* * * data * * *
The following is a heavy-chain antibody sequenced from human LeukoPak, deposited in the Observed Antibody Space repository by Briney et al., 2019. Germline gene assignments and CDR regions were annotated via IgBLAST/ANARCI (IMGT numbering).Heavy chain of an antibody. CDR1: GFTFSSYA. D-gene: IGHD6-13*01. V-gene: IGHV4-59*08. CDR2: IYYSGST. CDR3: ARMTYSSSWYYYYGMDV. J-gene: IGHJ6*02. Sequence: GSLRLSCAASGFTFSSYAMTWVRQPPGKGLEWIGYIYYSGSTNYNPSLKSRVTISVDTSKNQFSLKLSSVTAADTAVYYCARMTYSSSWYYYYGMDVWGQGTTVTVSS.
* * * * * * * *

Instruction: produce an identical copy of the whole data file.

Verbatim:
The following is a heavy-chain antibody sequenced from human LeukoPak, deposited in the Observed Antibody Space repository by Briney et al., 2019. Germline gene assignments and CDR regions were annotated via IgBLAST/ANARCI (IMGT numbering).Heavy chain of an antibody. CDR1: GFTFSSYA. D-gene: IGHD6-13*01. V-gene: IGHV4-59*08. CDR2: IYYSGST. CDR3: ARMTYSSSWYYYYGMDV. J-gene: IGHJ6*02. Sequence: GSLRLSCAASGFTFSSYAMTWVRQPPGKGLEWIGYIYYSGSTNYNPSLKSRVTISVDTSKNQFSLKLSSVTAADTAVYYCARMTYSSSWYYYYGMDVWGQGTTVTVSS.